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Why and How One University Hit the Reset Button on Performance Management

Performance reviews in the vast majority of organizations follow this trajectory: setting objectives, feedback, manager assessment and rating, consensus meeting, salary/bonus decisions.

But does this process really work? Is it efficient? Is it consistent across the organization? Is it viewed as a value-add? Most employees would answer with a resounding “no.”

So what’s the solution?

For Pennsylvania State University, it was blowing up the current process and starting fresh.

The Problem
“In a nutshell, performance reviews at Penn State were viewed as an HR torture device,” jokes Stephanie Flanagan of Penn State’s human resources department. In fact, a survey of employees on the performance management process at Penn State (which yielded an astounding response rate of 52 percent), found that:

  • Fewer than 50 percent of respondents believed that university leaders viewed performance management as a critical process;
  • Only 11 percent believed the process was consistent across the university;
  • Most supervisors and employees didn’t have the skills to successfully engage in effective performance management activities; and
  • There was a perception among employees that reviews were of limited or no value — they believed high performance was not rewarded and low performance was not addressed.

The Solution
Flanagan says that while Penn State is still in the early days of its new performance management process, several groups on campus have made significant strides in making performance management more engaging, ongoing, consistent and fair. “We’re in the midst of transforming our HR department, and we’ll be putting much more emphasis on employee development and career pathing, which will connect to the foundations that we are currently trying to get right in the performance management space.”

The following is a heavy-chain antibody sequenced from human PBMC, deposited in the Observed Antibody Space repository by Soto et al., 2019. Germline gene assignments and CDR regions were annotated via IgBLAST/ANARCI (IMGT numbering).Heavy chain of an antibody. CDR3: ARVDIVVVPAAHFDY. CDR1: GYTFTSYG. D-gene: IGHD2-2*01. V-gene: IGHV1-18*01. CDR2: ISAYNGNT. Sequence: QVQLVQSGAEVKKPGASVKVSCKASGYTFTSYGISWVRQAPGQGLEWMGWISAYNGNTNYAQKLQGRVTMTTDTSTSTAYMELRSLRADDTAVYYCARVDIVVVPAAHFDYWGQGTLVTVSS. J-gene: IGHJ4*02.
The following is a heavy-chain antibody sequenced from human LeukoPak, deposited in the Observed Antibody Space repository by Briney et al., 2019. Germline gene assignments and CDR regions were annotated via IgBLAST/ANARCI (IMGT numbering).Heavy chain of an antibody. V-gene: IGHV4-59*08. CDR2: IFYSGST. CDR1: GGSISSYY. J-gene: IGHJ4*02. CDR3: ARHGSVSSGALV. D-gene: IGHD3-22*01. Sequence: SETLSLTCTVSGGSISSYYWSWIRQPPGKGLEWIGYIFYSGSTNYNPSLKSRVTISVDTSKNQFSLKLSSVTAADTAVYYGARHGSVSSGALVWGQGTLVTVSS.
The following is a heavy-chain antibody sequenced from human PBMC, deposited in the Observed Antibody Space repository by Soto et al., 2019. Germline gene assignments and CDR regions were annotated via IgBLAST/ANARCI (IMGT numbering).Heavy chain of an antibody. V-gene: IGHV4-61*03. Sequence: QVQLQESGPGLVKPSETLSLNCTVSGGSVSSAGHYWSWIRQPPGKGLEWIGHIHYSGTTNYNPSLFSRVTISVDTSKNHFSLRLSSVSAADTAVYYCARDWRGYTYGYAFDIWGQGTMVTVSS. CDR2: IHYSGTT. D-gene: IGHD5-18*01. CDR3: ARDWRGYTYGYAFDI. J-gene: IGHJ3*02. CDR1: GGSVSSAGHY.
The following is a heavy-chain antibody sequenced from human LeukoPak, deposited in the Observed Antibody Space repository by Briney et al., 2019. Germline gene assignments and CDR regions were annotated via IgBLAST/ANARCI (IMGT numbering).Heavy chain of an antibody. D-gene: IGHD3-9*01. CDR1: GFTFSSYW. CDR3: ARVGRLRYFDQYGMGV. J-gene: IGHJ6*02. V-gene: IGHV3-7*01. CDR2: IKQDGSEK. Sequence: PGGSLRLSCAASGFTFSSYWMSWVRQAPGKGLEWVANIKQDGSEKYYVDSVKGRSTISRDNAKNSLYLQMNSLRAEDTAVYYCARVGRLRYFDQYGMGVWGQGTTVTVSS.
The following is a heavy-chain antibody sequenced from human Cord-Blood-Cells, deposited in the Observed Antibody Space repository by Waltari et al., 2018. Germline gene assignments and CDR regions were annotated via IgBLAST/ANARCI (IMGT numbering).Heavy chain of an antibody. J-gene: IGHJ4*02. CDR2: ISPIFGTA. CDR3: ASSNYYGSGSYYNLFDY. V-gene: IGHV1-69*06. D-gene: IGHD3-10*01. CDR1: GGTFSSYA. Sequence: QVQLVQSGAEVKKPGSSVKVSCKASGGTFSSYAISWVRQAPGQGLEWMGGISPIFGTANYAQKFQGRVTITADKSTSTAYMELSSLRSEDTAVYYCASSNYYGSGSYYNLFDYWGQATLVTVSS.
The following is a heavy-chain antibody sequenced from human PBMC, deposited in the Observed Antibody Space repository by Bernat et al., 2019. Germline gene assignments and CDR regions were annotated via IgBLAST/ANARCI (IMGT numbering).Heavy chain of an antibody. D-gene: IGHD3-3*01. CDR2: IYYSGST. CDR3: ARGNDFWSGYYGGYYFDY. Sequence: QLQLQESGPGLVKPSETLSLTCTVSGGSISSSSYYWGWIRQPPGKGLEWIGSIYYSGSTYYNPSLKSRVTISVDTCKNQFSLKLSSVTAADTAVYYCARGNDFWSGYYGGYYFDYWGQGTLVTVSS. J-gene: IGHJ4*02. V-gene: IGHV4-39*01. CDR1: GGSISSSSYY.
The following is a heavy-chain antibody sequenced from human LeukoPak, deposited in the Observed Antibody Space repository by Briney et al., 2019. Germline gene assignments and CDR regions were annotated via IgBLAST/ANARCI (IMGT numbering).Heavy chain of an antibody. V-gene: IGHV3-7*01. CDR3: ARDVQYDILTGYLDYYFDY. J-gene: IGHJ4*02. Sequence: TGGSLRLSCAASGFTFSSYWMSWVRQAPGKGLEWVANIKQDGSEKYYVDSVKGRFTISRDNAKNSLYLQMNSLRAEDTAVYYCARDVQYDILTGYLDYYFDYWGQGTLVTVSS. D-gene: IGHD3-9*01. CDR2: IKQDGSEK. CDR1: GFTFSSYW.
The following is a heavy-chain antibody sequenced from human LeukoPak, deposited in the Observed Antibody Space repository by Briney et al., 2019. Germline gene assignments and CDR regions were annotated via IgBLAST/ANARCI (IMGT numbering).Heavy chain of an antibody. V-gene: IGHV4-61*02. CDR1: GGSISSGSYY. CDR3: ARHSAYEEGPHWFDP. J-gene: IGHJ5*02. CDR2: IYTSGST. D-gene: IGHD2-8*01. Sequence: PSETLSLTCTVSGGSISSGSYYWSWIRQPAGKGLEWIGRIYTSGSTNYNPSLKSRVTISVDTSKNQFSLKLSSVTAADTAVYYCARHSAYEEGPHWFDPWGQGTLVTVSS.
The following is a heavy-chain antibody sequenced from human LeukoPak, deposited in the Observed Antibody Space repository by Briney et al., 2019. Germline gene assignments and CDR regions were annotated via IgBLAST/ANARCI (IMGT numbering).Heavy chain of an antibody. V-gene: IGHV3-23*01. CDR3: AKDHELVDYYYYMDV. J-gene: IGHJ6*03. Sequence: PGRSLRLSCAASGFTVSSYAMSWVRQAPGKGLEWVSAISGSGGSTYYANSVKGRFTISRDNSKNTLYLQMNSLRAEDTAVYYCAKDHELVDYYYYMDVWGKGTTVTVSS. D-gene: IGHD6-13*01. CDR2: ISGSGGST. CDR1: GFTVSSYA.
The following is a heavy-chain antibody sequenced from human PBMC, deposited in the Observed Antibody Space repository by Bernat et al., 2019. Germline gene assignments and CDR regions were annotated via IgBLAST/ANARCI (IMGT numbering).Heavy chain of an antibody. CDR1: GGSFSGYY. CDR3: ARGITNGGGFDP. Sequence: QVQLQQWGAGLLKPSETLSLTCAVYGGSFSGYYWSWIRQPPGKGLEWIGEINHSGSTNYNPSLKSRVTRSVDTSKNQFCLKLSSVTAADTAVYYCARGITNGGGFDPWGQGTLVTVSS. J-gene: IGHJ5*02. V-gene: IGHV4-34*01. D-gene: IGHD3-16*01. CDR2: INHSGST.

Here are a few things Penn State has done to help move performance management in the right direction:

  • Individual goals are now linked to university and departmental strategic plans;
  • Ethics and compliance components have been added to the performance management process;
  • Ongoing performance conversations are happening more frequently between supervisors and employees, thus helping to ensure that there are no “surprises;”
  • Performance ratings have been simplified;
  • Overall ratings are now linked to merit pay; and
  • Calibration conversations have begun and overall ratings have shifted toward a more accurate, fair and consistent distribution.

Flanagan and her team are now working to become even more laser-focused on performance management best practices. Says Flanagan, “We’re continuing to build performance management-related skills for leaders, supervisors and employees; continuing to roll out calibration fundamentals across the university, and beginning to build other strategies linked to performance management, including pay for performance, succession planning and career development.”

Learn more about Penn State’s new approach to performance management in the March 22 webinar “Back to the Future of Performance Management.” For more resources on performance management, check out the Performance Management toolkit in CUPA-HR’s Knowledge Center.  

Additional Readings
3 Ways to Make Your Performance Process More Effective
3 Tips for Flexible Performance Management
Lessons Learned From Implementing a Homegrown Performance Management System
The Nuts and Bolts of a Pay-for-Performance Strategy

 

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